M stabbed and killed her husband, W, on May 30, 1957. She was indicted for a felony and was later found guilty of involuntary manslaughter by the State of X on October 2, 1957. She was sentenced to twelve months in the county jail. The question was raised as to whether M's conviction of involuntary manslaughter constituted a conviction of felonious homicide which would preclude her from receiving social security benefits on W's earnings record.
Regulations No. 4, § 404.344, provide that a person who has been finally convicted by a court of competent jurisdiction of the felonious homicide of an insured individual shall not be entitled to benefits or a lump-sum death payment based upon the wages and self-employment income of such deceased insured individual, and such person shall be considered nonexistent in determining the entitlement of other persons to benefits or a lump-sum based upon such wages and self-employment income.
Under the law of the State of X, offenses are classified as either felonies or misdemeanors. A felony in such an offense as is punishable by death or confinement in a penitentiary and all other offenses are misdemeanors. A penitentiary in this case means a State-provided institution, but not a local county jail. The State law further provides that involuntary manslaughter is a misdemeanor and any person convicted thereof shall be confined in jail for a period not to exceed one year, or fined not more than $1,000, or both, in the discretion of the court.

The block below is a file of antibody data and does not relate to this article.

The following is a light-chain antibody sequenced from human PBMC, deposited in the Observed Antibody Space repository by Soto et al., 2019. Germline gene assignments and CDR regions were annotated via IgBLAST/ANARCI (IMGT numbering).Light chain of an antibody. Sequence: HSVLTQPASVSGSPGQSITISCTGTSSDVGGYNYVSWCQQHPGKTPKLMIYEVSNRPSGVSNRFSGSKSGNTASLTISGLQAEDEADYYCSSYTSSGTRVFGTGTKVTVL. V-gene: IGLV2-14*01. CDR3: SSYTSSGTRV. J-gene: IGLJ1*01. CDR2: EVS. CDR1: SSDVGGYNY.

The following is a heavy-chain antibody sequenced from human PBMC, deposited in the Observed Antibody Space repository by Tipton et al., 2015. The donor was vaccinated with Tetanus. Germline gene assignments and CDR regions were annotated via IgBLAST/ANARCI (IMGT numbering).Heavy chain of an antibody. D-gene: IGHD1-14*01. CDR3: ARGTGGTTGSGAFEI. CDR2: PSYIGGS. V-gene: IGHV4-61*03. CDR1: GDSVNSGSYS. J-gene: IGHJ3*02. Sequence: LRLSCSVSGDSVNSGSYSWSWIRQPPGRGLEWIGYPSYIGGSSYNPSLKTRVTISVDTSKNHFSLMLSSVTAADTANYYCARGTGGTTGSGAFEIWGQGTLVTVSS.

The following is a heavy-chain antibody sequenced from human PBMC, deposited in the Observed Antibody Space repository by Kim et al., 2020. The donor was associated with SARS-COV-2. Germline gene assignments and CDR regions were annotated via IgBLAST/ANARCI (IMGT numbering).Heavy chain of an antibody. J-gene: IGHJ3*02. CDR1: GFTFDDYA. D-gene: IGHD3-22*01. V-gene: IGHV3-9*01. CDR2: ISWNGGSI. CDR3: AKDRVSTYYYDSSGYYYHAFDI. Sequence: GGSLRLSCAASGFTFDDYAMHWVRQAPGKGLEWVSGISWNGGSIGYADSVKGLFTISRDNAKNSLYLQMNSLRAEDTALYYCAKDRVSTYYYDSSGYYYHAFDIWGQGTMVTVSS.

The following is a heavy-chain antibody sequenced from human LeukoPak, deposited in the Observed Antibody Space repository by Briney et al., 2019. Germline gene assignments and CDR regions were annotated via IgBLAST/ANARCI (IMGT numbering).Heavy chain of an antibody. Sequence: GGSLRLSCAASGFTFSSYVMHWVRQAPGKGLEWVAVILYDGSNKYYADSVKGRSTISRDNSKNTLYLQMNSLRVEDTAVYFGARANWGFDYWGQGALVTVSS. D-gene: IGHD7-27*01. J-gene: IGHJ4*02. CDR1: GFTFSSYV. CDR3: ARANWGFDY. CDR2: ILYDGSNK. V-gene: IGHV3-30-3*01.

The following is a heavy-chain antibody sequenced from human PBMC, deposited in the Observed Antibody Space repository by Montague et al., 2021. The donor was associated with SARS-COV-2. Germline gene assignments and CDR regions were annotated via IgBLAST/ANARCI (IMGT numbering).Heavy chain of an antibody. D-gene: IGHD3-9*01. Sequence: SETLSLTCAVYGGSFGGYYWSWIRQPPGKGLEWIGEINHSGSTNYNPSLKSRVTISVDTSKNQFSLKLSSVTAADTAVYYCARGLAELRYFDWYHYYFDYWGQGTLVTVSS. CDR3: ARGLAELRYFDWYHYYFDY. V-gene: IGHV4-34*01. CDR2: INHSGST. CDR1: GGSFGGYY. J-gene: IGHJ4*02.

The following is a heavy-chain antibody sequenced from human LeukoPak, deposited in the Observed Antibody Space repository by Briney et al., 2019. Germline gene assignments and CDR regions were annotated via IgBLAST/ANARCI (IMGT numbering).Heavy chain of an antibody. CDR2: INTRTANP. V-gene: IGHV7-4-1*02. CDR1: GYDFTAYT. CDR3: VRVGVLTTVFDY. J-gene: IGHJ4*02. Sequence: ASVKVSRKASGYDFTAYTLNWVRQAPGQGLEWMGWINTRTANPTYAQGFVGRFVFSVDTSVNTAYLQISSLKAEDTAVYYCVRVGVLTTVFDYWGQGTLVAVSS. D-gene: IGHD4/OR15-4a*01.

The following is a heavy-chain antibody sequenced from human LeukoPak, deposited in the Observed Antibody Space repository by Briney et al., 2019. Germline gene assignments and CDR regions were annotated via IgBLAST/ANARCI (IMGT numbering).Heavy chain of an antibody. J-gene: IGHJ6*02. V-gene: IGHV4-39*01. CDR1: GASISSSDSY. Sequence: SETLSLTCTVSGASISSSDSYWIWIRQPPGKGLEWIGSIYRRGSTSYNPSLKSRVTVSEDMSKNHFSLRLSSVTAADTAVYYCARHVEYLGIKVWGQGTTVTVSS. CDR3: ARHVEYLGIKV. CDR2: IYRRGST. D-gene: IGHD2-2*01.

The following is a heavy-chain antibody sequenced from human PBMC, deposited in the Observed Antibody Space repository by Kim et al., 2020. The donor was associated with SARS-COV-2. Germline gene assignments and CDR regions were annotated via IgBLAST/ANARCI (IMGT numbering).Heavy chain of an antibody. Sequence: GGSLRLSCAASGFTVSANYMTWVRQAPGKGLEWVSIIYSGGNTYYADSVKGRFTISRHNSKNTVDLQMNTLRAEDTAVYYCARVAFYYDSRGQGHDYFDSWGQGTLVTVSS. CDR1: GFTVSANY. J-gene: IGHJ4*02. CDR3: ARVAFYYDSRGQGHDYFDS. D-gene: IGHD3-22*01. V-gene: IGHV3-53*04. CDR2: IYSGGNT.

In accord with the law of State X involuntary manslaughter does not constitute a felony in that State. It is held, therefore, that M, having been convicted of involuntary manslaughter under the law of State X, has not been convicted of the felonious homicide of W and is not thereby precluded from receiving social security benefits based on W's earnings account.
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